More than a thousand organizers are expected to gather in Hillsborough Saturday afternoon as a part of a “Southern Heritage Ride/Rally” supporting the Confederate flag.
The event is organized by private groups called Orange County Taking Back Orange County and Alamance County Taking Back Alamance County. Organizers are planning to ride from Burlington and gather outside the Hillsborough Town Hall.
Hillsborough police are providing parking for an estimated 500 vehicles. Lieutenant Davis Trimmer of the Hillsborough Police Department said the town plans for a smooth event.
“I don't believe it sends a specific message about the town of Hillsborough,” Trimmer said. “These folks requested to come to Hillsborough and we consider it a First Amendment issue. We want people to be able to express their opinions and their views.”
Tom Stevens, Mayor of Hillsborough, also supports the organizers First Amendment rights, but does not support their message.
“There's certainly a lot of folks who are very distressed that there'll be Confederate flags driving downtown and this is more about racism and more about hate, and that it really doesn't represent the values of our town,” he said.
Symbols like Confederate monuments and the Confederate battle flag have been under strong scrutiny since the killing of nine African Americans in June at a church in Charleston, S.C. After the shooting, the South Carolina legislature voted to remove the battle flag from the grounds of the South Carolina State House. However, North Carolina recently approved legislation making it harder to remove Confederate monuments and memorials in the state.
The public perception of the Confederate South is bleeding into today's racial climate. A recent survey from the Pew Research Study found that half of Americans believe racism a “big problem” in the United States, up 17 points from a similar survey five years ago.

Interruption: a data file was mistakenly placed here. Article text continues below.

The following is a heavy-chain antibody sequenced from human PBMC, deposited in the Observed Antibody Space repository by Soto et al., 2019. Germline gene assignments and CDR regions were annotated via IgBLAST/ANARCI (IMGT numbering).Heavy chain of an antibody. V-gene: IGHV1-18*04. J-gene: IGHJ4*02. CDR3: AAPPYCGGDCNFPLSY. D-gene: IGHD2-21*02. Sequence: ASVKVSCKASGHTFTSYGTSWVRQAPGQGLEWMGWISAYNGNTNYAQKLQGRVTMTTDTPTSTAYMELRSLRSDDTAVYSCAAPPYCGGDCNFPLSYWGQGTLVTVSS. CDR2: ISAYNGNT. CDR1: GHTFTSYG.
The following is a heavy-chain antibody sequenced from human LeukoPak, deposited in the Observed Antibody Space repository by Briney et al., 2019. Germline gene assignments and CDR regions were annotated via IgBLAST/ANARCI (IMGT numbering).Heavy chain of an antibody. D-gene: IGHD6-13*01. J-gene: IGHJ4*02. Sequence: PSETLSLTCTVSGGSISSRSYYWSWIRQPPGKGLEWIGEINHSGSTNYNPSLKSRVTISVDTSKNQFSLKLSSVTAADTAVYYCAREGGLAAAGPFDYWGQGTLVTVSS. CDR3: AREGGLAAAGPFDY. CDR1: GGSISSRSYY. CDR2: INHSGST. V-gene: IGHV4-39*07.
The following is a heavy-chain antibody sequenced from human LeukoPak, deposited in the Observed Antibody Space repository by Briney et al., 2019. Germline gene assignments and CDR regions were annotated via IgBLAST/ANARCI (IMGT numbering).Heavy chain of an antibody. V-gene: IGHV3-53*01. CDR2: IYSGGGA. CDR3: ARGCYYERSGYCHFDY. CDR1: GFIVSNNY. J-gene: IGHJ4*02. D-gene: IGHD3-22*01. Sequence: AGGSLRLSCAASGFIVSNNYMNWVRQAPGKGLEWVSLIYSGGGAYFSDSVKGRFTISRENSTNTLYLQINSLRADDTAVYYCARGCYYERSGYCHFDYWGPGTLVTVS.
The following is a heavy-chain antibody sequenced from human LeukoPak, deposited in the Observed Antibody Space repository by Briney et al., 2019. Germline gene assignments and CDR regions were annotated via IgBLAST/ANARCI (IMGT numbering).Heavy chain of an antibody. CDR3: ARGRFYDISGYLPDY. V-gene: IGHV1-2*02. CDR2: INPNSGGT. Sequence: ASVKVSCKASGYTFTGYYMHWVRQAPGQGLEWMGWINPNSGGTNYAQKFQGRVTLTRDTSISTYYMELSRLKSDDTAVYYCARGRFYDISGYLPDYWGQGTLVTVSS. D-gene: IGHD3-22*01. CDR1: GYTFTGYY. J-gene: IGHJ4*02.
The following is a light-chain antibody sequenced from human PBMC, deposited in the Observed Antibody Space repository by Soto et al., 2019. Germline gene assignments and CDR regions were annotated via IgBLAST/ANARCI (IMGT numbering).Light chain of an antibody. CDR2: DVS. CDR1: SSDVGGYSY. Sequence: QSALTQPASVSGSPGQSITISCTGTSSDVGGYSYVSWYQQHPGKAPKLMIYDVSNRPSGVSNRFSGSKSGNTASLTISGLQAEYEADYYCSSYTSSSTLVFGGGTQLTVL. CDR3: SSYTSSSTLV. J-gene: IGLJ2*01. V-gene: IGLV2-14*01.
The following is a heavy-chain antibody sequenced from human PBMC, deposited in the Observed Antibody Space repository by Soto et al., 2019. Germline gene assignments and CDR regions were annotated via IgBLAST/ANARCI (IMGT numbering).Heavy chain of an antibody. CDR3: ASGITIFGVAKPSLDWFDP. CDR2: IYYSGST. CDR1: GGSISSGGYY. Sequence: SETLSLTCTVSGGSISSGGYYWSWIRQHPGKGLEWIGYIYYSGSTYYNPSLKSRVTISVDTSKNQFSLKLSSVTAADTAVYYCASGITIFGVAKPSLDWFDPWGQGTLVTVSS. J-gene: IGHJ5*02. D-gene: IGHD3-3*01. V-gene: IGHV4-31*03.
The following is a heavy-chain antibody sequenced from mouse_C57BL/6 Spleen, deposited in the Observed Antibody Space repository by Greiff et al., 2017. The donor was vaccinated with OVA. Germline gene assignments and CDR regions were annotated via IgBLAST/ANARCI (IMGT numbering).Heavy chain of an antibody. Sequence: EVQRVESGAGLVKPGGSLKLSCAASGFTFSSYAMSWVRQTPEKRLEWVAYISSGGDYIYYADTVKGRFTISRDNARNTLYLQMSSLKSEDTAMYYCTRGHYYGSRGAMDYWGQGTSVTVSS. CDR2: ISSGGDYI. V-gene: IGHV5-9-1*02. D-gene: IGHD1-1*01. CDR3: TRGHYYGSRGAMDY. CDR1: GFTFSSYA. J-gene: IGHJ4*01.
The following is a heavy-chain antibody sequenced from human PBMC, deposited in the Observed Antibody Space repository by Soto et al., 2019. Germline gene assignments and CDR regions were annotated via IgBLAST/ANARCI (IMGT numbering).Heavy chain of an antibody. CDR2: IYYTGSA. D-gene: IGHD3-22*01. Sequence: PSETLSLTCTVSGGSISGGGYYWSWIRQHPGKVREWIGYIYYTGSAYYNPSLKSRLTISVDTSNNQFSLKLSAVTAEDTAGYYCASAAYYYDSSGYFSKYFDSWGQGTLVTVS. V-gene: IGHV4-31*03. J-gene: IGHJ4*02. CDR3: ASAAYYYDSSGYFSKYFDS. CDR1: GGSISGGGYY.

In Hillsborough, Stevens has been active in a campaign with the Orange County Historical Museum to remove the words “Confederate Memorial” from the building’s facade. Back in 1934, the United Daughters of the Confederacy raised money to build a public library and named it the "Confederate Memorial Public Library." In the 1980s, the library moved out and the historical museum moved in. The words "Public Library" were removed but the first two words stayed.
Stevens said it is important to embrace Hillsborough as a place full of both positive and negative history.
"This is a place of neighborhoods and of people from all kinds of backgrounds who are welcome and make their home here. That’s the future of Hillsborough that I stand for and I think the majority of folks believe in," he said. "We have banners that have been up since our 250th anniversary that say, ‘Hillsborough Celebrating Our Diverse Cultural Heritage,’ and I think that’s what we stand by and the symbols that promote that as oppose to contradict it."
Earlier this week, the North Carolina NAACP and other groups rallied outside the Orange County Courthouse against Confederate monuments and symbols. During a speech, NAACP President Rev. William Barber said the Republican-led state legislature is supporting racism by protecting Confederate monuments and symbols.
“They will protect a monument of the past, but won’t protect the climate of the present in which all of us have to live,” Barber said.
Hillsborough will also host 850 cyclists Saturday for the annual Carolina Tarwheels BikeFest, but town officials said they do not expect complications or overlap between the day’s events.